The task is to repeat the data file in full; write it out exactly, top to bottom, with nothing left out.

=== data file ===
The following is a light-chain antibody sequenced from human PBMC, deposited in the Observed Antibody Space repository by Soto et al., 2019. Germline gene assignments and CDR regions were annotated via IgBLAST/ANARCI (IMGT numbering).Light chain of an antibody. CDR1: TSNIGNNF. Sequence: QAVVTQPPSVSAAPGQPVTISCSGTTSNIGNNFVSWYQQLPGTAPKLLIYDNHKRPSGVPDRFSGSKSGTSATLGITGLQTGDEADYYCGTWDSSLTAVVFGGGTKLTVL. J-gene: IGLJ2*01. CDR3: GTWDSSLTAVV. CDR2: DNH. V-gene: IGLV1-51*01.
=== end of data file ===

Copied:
The following is a light-chain antibody sequenced from human PBMC, deposited in the Observed Antibody Space repository by Soto et al., 2019. Germline gene assignments and CDR regions were annotated via IgBLAST/ANARCI (IMGT numbering).Light chain of an antibody. CDR1: TSNIGNNF. Sequence: QAVVTQPPSVSAAPGQPVTISCSGTTSNIGNNFVSWYQQLPGTAPKLLIYDNHKRPSGVPDRFSGSKSGTSATLGITGLQTGDEADYYCGTWDSSLTAVVFGGGTKLTVL. J-gene: IGLJ2*01. CDR3: GTWDSSLTAVV. CDR2: DNH. V-gene: IGLV1-51*01.